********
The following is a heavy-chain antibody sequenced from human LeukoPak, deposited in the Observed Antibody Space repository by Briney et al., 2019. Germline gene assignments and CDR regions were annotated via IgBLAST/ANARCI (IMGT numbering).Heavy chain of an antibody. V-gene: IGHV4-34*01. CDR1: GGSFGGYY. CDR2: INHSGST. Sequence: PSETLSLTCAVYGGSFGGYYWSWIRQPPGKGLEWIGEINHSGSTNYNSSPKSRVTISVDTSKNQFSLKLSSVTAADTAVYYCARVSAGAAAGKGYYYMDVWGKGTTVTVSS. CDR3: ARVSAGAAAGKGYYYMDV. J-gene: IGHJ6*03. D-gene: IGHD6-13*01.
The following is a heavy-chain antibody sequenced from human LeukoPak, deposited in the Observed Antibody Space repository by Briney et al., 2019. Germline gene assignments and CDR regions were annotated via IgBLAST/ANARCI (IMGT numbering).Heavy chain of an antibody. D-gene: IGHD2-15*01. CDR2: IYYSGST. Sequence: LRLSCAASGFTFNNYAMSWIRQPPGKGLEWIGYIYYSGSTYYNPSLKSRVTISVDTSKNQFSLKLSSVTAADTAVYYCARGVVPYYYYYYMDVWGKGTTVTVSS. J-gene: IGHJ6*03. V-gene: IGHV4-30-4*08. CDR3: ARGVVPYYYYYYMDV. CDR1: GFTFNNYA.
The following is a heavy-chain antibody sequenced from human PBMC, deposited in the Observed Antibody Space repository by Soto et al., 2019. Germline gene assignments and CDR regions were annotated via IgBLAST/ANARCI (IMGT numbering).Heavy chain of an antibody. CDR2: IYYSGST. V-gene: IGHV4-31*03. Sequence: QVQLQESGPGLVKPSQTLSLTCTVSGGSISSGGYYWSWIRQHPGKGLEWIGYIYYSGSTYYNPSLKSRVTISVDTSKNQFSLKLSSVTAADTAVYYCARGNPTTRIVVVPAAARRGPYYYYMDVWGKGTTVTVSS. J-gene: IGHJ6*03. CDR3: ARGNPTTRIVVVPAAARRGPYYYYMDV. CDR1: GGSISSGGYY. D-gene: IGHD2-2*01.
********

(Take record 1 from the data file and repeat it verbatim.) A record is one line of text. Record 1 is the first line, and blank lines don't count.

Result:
The following is a heavy-chain antibody sequenced from human LeukoPak, deposited in the Observed Antibody Space repository by Briney et al., 2019. Germline gene assignments and CDR regions were annotated via IgBLAST/ANARCI (IMGT numbering).Heavy chain of an antibody. V-gene: IGHV4-34*01. CDR1: GGSFGGYY. CDR2: INHSGST. Sequence: PSETLSLTCAVYGGSFGGYYWSWIRQPPGKGLEWIGEINHSGSTNYNSSPKSRVTISVDTSKNQFSLKLSSVTAADTAVYYCARVSAGAAAGKGYYYMDVWGKGTTVTVSS. CDR3: ARVSAGAAAGKGYYYMDV. J-gene: IGHJ6*03. D-gene: IGHD6-13*01.